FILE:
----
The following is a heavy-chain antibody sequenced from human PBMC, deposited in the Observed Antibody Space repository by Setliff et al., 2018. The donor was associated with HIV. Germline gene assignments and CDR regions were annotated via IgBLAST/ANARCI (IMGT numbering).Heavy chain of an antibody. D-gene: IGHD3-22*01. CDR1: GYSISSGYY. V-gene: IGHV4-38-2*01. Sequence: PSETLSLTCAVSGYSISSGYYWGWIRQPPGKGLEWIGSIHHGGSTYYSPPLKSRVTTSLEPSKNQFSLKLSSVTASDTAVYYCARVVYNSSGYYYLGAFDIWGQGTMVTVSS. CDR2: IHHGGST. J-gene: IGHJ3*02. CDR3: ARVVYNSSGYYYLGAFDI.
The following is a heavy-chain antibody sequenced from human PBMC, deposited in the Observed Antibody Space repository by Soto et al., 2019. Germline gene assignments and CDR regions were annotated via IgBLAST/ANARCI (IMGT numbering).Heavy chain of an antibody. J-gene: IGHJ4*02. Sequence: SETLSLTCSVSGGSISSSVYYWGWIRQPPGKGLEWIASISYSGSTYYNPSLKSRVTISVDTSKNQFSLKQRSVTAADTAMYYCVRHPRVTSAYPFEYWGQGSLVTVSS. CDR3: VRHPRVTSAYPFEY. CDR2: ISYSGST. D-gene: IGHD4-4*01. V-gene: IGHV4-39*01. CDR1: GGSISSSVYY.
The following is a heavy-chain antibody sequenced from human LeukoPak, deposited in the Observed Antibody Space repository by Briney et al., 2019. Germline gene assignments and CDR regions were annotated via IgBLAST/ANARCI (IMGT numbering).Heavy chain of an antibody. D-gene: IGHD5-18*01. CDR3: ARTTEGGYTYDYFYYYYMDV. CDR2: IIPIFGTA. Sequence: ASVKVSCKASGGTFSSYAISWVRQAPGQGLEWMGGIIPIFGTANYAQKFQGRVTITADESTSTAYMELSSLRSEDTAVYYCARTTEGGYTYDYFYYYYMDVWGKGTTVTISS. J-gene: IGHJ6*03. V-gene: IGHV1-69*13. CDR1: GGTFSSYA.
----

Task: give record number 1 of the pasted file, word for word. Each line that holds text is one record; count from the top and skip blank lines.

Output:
The following is a heavy-chain antibody sequenced from human PBMC, deposited in the Observed Antibody Space repository by Setliff et al., 2018. The donor was associated with HIV. Germline gene assignments and CDR regions were annotated via IgBLAST/ANARCI (IMGT numbering).Heavy chain of an antibody. D-gene: IGHD3-22*01. CDR1: GYSISSGYY. V-gene: IGHV4-38-2*01. Sequence: PSETLSLTCAVSGYSISSGYYWGWIRQPPGKGLEWIGSIHHGGSTYYSPPLKSRVTTSLEPSKNQFSLKLSSVTASDTAVYYCARVVYNSSGYYYLGAFDIWGQGTMVTVSS. CDR2: IHHGGST. J-gene: IGHJ3*02. CDR3: ARVVYNSSGYYYLGAFDI.